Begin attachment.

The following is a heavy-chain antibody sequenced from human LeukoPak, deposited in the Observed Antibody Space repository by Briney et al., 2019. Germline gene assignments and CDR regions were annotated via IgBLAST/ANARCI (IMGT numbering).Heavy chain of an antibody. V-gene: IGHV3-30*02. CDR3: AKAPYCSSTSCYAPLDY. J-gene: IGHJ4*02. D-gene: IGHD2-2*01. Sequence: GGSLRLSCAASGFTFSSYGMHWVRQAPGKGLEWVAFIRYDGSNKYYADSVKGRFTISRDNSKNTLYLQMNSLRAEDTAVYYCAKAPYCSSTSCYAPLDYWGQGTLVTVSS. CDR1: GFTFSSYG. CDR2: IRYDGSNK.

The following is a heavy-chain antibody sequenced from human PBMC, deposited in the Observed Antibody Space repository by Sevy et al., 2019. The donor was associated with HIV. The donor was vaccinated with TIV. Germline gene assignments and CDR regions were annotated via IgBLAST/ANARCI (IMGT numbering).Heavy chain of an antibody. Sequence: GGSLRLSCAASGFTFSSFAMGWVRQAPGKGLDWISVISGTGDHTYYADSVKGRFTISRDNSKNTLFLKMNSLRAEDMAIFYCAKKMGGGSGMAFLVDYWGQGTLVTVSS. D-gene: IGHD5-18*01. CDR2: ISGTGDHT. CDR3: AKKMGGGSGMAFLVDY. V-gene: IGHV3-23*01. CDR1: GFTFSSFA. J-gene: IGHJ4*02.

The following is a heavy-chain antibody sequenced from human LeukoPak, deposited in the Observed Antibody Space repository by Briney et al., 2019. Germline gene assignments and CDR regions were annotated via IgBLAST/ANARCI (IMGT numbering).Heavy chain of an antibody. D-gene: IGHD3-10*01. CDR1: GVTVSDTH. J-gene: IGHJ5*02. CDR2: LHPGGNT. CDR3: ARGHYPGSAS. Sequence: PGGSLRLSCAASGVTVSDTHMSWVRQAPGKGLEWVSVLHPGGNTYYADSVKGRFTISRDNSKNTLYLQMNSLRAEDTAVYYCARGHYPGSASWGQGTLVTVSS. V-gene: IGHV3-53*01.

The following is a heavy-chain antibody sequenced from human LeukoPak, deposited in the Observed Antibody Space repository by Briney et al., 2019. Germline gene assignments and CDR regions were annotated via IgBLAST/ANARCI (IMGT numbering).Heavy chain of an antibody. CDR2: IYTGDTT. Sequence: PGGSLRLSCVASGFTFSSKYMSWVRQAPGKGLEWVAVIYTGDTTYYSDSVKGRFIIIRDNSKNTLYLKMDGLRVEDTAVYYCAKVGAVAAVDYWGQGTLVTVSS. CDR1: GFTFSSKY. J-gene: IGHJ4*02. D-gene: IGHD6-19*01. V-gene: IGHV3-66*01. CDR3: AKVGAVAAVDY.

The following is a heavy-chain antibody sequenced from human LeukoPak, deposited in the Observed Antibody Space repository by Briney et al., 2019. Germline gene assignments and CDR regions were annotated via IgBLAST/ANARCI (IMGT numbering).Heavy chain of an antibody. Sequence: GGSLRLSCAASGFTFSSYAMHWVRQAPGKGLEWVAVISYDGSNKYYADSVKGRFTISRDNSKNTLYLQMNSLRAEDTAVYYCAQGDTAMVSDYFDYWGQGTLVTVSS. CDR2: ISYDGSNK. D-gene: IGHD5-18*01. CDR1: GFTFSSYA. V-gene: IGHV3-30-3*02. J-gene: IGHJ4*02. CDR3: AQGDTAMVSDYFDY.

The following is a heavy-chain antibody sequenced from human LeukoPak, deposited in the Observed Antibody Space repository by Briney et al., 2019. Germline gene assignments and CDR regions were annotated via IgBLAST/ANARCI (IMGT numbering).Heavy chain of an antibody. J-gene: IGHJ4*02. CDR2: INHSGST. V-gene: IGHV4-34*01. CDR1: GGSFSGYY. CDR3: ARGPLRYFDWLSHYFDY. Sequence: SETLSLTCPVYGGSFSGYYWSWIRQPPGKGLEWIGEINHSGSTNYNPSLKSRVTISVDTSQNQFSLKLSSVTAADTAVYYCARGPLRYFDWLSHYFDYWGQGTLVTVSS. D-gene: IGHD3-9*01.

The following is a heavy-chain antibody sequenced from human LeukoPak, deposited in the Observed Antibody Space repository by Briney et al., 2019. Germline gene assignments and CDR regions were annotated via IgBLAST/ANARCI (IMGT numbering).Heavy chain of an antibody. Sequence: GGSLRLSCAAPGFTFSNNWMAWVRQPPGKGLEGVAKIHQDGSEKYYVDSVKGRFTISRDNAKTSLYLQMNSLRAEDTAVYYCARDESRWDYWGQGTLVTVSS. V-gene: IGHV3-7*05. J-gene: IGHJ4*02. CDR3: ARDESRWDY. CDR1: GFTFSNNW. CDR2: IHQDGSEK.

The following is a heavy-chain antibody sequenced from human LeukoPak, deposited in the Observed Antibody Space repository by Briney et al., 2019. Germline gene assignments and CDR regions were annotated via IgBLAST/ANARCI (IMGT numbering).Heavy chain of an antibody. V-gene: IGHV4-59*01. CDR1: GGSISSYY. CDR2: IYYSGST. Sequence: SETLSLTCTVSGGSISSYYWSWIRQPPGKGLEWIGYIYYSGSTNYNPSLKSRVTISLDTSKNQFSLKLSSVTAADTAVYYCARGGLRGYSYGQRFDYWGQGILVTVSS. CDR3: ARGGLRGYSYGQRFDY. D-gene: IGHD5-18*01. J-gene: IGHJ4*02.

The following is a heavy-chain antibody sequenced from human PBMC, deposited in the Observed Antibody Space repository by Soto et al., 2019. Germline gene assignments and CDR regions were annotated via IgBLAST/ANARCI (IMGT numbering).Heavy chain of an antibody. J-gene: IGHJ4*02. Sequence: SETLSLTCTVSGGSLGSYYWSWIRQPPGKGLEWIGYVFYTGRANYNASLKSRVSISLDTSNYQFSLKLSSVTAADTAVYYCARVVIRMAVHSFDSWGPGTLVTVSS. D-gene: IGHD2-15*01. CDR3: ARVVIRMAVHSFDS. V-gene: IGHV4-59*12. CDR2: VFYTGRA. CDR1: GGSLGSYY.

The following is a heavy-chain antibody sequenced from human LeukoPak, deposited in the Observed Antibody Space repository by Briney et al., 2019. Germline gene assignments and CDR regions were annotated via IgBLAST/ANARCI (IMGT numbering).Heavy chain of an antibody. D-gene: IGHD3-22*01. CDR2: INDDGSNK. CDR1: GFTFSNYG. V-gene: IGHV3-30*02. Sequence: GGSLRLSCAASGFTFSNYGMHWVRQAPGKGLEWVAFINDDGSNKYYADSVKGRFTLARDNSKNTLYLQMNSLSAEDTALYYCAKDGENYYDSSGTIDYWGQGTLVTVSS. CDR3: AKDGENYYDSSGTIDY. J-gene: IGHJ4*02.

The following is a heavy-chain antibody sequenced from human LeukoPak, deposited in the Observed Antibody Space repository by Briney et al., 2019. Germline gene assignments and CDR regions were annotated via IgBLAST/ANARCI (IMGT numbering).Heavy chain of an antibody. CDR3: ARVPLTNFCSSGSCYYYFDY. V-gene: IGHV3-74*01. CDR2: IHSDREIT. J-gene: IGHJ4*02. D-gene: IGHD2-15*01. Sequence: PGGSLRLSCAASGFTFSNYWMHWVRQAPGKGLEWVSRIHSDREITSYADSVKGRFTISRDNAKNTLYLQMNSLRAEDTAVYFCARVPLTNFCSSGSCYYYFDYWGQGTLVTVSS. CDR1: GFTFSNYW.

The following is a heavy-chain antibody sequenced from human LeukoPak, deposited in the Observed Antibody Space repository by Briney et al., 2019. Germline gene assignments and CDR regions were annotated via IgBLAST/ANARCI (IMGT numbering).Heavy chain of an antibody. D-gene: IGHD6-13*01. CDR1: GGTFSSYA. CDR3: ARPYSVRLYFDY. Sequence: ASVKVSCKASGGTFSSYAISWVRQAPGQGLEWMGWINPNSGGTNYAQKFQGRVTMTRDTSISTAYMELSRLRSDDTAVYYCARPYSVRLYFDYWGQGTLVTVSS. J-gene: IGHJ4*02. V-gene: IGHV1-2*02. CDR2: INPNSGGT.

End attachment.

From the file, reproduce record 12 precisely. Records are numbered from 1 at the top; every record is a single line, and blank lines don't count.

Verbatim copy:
The following is a heavy-chain antibody sequenced from human LeukoPak, deposited in the Observed Antibody Space repository by Briney et al., 2019. Germline gene assignments and CDR regions were annotated via IgBLAST/ANARCI (IMGT numbering).Heavy chain of an antibody. D-gene: IGHD6-13*01. CDR1: GGTFSSYA. CDR3: ARPYSVRLYFDY. Sequence: ASVKVSCKASGGTFSSYAISWVRQAPGQGLEWMGWINPNSGGTNYAQKFQGRVTMTRDTSISTAYMELSRLRSDDTAVYYCARPYSVRLYFDYWGQGTLVTVSS. J-gene: IGHJ4*02. V-gene: IGHV1-2*02. CDR2: INPNSGGT.